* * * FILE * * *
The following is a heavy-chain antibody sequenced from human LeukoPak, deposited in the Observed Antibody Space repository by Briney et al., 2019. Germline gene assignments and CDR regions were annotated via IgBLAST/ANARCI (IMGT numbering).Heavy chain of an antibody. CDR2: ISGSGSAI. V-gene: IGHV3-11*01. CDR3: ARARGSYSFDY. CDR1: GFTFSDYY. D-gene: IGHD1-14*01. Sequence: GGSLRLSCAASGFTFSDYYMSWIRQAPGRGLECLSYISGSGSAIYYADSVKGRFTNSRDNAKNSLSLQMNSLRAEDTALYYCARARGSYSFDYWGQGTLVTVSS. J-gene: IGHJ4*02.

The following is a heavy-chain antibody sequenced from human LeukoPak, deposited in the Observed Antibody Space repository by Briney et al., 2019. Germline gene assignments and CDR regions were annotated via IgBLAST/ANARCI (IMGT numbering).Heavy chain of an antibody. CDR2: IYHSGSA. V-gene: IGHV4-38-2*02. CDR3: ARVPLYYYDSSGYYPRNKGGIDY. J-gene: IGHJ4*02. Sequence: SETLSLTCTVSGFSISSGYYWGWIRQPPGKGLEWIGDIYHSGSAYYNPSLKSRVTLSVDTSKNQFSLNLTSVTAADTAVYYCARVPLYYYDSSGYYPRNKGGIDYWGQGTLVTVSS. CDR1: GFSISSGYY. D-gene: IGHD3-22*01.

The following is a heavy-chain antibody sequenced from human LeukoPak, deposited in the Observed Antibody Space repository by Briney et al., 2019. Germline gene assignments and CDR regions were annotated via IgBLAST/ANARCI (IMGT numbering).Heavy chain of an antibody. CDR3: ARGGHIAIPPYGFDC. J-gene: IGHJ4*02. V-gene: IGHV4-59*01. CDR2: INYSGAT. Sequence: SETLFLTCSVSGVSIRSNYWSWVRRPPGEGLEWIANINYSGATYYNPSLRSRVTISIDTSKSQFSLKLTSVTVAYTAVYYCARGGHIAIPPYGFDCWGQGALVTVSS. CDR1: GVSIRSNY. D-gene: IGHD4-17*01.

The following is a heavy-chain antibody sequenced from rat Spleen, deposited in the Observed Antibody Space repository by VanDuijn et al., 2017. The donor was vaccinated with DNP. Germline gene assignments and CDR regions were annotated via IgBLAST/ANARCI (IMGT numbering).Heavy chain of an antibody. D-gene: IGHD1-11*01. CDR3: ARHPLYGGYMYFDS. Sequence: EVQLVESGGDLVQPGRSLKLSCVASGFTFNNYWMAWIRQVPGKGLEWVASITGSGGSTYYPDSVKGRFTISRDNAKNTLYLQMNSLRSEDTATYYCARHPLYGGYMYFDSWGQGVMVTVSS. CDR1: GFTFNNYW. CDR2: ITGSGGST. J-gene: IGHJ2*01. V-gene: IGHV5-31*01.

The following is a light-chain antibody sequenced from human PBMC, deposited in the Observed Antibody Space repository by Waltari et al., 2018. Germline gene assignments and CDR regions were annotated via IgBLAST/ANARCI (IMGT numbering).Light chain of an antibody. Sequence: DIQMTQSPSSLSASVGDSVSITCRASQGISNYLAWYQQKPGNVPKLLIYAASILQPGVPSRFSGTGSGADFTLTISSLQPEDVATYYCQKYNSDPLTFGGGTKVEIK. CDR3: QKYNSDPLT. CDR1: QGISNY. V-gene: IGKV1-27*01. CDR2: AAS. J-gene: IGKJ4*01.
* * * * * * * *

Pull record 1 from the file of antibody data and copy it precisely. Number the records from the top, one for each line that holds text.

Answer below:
The following is a heavy-chain antibody sequenced from human LeukoPak, deposited in the Observed Antibody Space repository by Briney et al., 2019. Germline gene assignments and CDR regions were annotated via IgBLAST/ANARCI (IMGT numbering).Heavy chain of an antibody. CDR2: ISGSGSAI. V-gene: IGHV3-11*01. CDR3: ARARGSYSFDY. CDR1: GFTFSDYY. D-gene: IGHD1-14*01. Sequence: GGSLRLSCAASGFTFSDYYMSWIRQAPGRGLECLSYISGSGSAIYYADSVKGRFTNSRDNAKNSLSLQMNSLRAEDTALYYCARARGSYSFDYWGQGTLVTVSS. J-gene: IGHJ4*02.